Artists

Steve DiBenedetto


b. 1958, Bronx, New York

Selected Press

The New Yorker February 2014 

Goings on about Town: Art
Steve DiBenedetto

DiBenedetto does for octopuses and u.f.o.s what Cézanne did for apples and oranges (and what Guston did for bloodshot eyeballs), making paintings for painting’s sake. This fiendishly appealing small show of the artist’s collages begins with a swarming work held in place by straight pins, so its elements flutter like insects. It’s followed by compressed and agitated compositions in acid hues that seem ready to melt down into raw energy or whir off the page. Don’t miss the chapbook that accompanies the show, a visual index of DiBenedetto’s inspirations, from alchemical illustrations to “Easy Rider.” Through Feb. 25. (Half Gallery)

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The Wild Magazine February 2014 

Painter Steve DiBenedetto on Chaos and Overload
by Kate Messinger
photography by Kacie Tomita

Steve DiBenedetto’s chaotic yet fluid paintings, which have been featured at the Whitney, have taken a plunge toward the tactile in his recent show featuring a new collection of collages at Half Gallery. Using tape, old artwork and objects you might find of the floor of an artist studio, DiBenedetto’s work has layers, both physically and conceptually. We visited the artist in his studio in Long Island City for a view inside the process of creating chaos and a talk about the joy of overload in a world of minimal.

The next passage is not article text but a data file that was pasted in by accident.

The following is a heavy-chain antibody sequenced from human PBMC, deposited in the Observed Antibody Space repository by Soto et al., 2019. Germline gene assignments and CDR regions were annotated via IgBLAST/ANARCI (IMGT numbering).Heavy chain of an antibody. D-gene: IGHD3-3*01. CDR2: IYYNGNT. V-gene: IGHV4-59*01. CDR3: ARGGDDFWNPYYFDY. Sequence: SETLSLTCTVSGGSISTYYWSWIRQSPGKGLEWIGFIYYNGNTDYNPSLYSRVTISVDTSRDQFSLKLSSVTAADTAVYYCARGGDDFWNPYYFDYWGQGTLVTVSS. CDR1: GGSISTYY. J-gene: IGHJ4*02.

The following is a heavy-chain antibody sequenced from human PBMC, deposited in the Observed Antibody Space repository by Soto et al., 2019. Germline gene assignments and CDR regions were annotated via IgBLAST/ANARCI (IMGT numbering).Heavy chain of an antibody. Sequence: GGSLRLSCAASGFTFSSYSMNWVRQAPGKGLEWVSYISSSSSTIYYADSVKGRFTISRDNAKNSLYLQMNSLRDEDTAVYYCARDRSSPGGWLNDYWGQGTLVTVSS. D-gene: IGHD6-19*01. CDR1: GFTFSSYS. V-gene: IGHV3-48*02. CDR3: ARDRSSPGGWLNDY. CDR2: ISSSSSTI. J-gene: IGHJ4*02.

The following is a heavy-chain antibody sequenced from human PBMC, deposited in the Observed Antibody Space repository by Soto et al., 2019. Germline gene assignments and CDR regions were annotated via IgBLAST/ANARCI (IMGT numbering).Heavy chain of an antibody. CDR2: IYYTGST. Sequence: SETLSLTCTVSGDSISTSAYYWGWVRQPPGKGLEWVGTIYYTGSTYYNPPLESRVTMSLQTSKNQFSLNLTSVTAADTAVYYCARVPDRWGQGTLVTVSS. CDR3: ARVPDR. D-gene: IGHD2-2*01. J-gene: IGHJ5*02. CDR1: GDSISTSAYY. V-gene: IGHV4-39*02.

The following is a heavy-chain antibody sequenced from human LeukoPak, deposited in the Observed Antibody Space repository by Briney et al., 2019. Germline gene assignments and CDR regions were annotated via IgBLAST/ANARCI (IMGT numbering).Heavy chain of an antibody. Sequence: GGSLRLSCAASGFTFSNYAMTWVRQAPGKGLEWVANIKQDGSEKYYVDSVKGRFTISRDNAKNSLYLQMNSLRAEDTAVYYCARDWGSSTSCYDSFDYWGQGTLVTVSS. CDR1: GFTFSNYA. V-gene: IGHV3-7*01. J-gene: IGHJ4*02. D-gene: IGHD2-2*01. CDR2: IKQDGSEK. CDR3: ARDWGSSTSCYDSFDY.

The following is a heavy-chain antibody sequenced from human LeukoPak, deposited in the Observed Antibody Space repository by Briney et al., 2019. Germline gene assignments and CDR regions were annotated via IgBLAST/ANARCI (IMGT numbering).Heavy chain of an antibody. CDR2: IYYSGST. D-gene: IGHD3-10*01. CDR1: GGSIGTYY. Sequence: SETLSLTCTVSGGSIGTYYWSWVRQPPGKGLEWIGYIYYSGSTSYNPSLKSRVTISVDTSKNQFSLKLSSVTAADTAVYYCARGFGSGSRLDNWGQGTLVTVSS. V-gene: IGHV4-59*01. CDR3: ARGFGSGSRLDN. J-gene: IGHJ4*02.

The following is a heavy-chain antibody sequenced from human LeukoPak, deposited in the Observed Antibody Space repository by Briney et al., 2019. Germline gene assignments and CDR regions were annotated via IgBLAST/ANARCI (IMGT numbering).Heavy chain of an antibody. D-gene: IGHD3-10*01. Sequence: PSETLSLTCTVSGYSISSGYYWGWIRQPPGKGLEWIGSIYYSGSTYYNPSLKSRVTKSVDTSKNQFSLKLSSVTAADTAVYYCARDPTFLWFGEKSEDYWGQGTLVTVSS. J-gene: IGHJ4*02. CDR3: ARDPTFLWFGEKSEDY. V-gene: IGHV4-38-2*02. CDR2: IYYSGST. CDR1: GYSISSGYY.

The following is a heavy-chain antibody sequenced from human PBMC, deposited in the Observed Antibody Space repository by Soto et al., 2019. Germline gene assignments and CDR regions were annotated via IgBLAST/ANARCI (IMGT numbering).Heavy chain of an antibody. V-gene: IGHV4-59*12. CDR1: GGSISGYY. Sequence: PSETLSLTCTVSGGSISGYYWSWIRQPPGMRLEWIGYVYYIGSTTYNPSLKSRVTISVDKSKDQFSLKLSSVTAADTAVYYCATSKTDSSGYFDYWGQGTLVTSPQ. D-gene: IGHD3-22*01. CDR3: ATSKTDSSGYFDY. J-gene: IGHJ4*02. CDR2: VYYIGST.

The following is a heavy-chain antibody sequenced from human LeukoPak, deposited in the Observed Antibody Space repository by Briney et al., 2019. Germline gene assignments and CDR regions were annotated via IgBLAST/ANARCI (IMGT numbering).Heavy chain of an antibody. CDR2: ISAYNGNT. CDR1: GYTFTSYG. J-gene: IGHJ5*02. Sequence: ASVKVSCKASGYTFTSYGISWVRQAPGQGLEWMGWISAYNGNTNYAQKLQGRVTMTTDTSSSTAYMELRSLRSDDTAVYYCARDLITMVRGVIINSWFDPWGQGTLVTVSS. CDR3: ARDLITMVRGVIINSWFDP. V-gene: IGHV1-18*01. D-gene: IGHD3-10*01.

Read the full interview here.

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Purple Fashion Magazine 2013 

Steve DiBenedetto: American Artist
interview by Bill Powers

BILL POWERS — What is the relationship between the octopus and the helicopter in your work? Are they adversaries?

STEVE DIBENEDETTO — Not really. I have no specific agenda in terms of how they’re meant to interact. The one commonality they share is a hub-and-spoke format where both entities spring from a central axis. You can see that with other motifs in my work, Ferris wheels and UFOs, for instance.

Read the full interview here.

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Time Out New York Dec 2009 

Studio Visit: Steve DiBenedetto
By T.J. Carlin

I've heard you talk about the length of time it takes you to complete a painting. Is it always the same?

Usually they have to go through some really unpredictable stages. Typically a painting will start and feel like it's moving in a linear fashion, but then it ends up feeling completely dysfunctional—or actually too functional—and usually needs to have something traumatizing happen to it. So I end up getting ensnared. I feel like that's ultimately my process: It's sort of like having to weasel my way out.

Read the full interview here.

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New York Magazine June 2008 

Steve DiBenedetto: Chaoticus
By Jerry Saltz

The fabulous made-up title of this show says it all, as in "I am Chaoticus." For the last two decades Steve DiBenedetto has been pushing the optical properties of brushed paint not to their physical breaking point but to the point of cognitive warpage, the place where you don't know what you're looking at but love looking anyway. His paint handling has only grown bolder and more original. Meanwhile the imagery has been simplified and made more geometric: Giant organic skyscrapers look part Ork, part cyborg, and part mutant.